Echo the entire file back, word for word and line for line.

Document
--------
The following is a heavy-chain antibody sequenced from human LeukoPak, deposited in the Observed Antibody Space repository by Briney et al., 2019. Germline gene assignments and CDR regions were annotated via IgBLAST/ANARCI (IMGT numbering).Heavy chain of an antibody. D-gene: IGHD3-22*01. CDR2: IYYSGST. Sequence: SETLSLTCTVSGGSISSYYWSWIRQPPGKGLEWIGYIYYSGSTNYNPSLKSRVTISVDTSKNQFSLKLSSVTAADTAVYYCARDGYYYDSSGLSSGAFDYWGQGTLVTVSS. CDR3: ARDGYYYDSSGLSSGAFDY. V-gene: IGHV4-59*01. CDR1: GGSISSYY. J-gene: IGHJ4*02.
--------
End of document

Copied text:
The following is a heavy-chain antibody sequenced from human LeukoPak, deposited in the Observed Antibody Space repository by Briney et al., 2019. Germline gene assignments and CDR regions were annotated via IgBLAST/ANARCI (IMGT numbering).Heavy chain of an antibody. D-gene: IGHD3-22*01. CDR2: IYYSGST. Sequence: SETLSLTCTVSGGSISSYYWSWIRQPPGKGLEWIGYIYYSGSTNYNPSLKSRVTISVDTSKNQFSLKLSSVTAADTAVYYCARDGYYYDSSGLSSGAFDYWGQGTLVTVSS. CDR3: ARDGYYYDSSGLSSGAFDY. V-gene: IGHV4-59*01. CDR1: GGSISSYY. J-gene: IGHJ4*02.